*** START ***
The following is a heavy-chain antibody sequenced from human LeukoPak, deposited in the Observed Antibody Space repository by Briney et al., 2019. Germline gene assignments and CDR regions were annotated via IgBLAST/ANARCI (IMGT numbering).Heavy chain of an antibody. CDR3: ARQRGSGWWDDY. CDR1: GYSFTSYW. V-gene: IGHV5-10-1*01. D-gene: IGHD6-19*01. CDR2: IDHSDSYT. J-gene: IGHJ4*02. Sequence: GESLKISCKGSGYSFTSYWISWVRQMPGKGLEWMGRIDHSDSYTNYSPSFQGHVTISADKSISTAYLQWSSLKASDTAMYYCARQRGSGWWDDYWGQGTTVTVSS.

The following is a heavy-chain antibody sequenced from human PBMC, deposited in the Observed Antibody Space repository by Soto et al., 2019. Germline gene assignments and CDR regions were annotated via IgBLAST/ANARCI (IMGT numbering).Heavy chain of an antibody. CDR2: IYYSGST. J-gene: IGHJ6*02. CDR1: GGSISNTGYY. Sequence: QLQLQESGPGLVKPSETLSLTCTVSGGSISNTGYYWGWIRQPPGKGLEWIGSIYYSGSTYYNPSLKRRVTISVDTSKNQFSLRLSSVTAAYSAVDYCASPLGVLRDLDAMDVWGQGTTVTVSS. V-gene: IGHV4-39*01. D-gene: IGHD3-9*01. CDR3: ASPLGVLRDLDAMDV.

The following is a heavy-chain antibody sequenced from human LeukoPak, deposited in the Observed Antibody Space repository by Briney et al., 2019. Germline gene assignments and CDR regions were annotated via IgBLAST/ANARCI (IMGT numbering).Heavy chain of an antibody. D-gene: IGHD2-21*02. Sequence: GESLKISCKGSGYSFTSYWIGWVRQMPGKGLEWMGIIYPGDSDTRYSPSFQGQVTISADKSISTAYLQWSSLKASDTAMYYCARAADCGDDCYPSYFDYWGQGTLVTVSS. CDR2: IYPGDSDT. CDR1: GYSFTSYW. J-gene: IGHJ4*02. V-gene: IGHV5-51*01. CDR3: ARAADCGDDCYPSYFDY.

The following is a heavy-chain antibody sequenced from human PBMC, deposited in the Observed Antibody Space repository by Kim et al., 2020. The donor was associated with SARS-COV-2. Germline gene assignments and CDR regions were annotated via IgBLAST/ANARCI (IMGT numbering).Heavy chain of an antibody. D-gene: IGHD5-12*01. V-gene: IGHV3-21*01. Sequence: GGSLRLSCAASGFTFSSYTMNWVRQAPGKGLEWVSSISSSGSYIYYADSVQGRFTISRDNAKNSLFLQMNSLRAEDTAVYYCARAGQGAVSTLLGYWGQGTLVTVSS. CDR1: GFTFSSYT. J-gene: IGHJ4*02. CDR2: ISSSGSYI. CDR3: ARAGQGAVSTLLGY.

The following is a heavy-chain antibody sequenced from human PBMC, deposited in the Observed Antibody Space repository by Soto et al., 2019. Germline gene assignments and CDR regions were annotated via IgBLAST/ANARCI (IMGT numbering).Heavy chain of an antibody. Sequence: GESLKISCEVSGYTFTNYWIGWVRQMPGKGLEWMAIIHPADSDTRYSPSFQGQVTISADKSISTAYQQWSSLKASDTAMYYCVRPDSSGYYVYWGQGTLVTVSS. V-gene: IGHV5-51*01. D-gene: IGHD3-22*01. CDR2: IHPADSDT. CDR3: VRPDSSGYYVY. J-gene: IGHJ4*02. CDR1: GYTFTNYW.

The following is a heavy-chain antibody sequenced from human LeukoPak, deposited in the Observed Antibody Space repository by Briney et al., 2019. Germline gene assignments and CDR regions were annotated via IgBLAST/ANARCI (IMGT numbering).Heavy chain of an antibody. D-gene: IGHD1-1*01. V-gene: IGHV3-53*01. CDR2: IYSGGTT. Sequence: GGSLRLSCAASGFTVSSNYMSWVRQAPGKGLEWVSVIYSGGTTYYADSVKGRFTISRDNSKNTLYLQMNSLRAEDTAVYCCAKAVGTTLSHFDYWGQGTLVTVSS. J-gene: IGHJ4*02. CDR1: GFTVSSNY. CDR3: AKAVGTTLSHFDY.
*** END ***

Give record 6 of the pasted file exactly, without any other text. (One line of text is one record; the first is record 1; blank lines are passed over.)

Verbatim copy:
The following is a heavy-chain antibody sequenced from human LeukoPak, deposited in the Observed Antibody Space repository by Briney et al., 2019. Germline gene assignments and CDR regions were annotated via IgBLAST/ANARCI (IMGT numbering).Heavy chain of an antibody. D-gene: IGHD1-1*01. V-gene: IGHV3-53*01. CDR2: IYSGGTT. Sequence: GGSLRLSCAASGFTVSSNYMSWVRQAPGKGLEWVSVIYSGGTTYYADSVKGRFTISRDNSKNTLYLQMNSLRAEDTAVYCCAKAVGTTLSHFDYWGQGTLVTVSS. J-gene: IGHJ4*02. CDR1: GFTVSSNY. CDR3: AKAVGTTLSHFDY.